A Gini Decomposition Analysis of Inequality in the Czech and Slovak Republics during the Transition
AbstractDisposable income inequality, as measured by the Gini coefficient and using Family Budget Survey data, increased very little, and by a similar amount, from 1989–93 in the Czech Republic and Slovakia. This surprising result is examined with an analysis of changes in the channels of redistribution and a Gini decomposition. We find that the sizeable increase in overall inequality due to changes in the wage earnings component is mitigated by changes in the tax and transfer components in both republics. As for the relative effects of government policies, changes in the transfer component contributed more than changes in the tax component to lowering the growth of inequality in the Czech Republic, while the reverse was true for Slovakia.
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Bibliographic InfoPaper provided by C.E.P.R. Discussion Papers in its series CEPR Discussion Papers with number 1897.
Date of creation: Jun 1998
Date of revision:
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Other versions of this item:
- Thesia I. Garner & Katherine Terrell, 1998. "A Gini decomposition analysis of inequality in the Czech and Slovak Republics during the transition," The Economics of Transition, The European Bank for Reconstruction and Development, vol. 6(1), pages 23-46, 05.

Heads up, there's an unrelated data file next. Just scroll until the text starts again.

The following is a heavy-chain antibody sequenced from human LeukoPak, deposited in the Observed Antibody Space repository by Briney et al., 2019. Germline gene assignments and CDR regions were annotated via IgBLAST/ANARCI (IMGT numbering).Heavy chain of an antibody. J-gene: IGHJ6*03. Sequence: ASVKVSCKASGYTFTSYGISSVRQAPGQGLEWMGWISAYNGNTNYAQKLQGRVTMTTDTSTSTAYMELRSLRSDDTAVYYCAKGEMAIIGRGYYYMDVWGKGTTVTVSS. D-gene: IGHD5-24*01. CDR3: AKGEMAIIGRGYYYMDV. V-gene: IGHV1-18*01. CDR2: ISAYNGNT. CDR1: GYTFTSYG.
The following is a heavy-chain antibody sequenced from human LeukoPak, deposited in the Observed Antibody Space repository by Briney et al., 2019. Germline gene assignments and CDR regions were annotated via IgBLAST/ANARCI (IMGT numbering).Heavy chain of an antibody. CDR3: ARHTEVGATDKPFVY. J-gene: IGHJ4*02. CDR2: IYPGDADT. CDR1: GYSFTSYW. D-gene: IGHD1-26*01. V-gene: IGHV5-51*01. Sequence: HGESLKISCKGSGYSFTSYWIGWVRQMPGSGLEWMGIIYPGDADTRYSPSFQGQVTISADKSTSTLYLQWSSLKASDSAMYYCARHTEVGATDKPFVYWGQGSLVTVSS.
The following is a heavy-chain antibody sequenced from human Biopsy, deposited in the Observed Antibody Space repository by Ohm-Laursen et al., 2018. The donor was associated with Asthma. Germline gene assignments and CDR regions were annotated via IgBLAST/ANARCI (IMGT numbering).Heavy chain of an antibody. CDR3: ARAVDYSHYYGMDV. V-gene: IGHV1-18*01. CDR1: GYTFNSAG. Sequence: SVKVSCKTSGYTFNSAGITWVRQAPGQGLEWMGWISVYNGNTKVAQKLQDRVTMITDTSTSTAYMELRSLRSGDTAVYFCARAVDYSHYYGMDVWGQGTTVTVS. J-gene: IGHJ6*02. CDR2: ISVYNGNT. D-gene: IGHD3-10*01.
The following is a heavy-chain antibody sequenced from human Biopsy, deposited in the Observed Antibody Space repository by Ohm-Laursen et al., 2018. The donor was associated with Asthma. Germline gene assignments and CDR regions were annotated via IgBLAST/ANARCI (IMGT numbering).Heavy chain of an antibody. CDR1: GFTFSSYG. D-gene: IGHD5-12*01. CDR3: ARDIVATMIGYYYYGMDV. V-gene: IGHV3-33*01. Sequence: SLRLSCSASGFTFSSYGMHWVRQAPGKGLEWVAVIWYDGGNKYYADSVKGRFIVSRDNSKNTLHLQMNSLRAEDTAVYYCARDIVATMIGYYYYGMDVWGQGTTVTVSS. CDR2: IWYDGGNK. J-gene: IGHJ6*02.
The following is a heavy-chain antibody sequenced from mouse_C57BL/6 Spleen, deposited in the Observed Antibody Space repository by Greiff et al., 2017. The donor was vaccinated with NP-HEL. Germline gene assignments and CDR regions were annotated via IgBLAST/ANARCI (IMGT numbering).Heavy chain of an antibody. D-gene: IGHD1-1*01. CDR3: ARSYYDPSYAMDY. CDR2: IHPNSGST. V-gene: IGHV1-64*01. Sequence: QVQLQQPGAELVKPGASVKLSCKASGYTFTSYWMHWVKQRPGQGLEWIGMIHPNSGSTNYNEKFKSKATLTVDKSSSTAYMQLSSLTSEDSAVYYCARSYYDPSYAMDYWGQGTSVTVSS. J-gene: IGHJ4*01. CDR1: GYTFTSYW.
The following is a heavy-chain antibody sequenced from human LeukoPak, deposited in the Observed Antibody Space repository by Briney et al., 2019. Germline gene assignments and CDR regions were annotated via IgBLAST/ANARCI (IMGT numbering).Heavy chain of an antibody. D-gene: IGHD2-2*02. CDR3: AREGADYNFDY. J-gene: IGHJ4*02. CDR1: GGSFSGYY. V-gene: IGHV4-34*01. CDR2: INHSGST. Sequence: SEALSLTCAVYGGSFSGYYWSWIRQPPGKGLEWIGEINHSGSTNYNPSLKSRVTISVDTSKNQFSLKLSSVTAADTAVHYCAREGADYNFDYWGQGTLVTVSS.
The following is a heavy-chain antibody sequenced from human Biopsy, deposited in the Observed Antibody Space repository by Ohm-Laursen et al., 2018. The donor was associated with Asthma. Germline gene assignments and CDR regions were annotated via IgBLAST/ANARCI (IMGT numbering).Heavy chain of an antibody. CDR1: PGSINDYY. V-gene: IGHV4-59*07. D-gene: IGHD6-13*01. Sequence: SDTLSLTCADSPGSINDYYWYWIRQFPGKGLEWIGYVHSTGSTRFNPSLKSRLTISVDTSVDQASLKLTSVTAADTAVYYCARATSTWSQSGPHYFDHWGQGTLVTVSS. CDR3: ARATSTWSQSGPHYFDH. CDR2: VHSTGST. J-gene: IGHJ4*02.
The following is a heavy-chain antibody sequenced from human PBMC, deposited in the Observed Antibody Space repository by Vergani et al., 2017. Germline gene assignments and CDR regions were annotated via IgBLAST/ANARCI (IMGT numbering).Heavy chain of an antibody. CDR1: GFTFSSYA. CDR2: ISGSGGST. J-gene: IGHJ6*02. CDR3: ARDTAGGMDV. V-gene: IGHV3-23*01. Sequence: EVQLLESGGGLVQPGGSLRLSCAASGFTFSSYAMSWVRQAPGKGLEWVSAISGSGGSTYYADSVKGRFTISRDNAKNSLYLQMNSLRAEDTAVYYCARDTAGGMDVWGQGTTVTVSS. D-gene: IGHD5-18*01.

- D10 - Microeconomics - - Household Behavior - - - General
- D31 - Microeconomics - - Distribution - - - Personal Income and Wealth Distribution
- D63 - Microeconomics - - Welfare Economics - - - Equity, Justice, Inequality, and Other Normative Criteria and Measurement
- H24 - Public Economics - - Taxation, Subsidies, and Revenue - - - Personal Income and Other Nonbusiness Taxes and Subsidies
- P30 - Economic Systems - - Socialist Institutions and Their Transitions - - - General
- P52 - Economic Systems - - Comparative Economic Systems - - - Comparative Studies of Particular Economies
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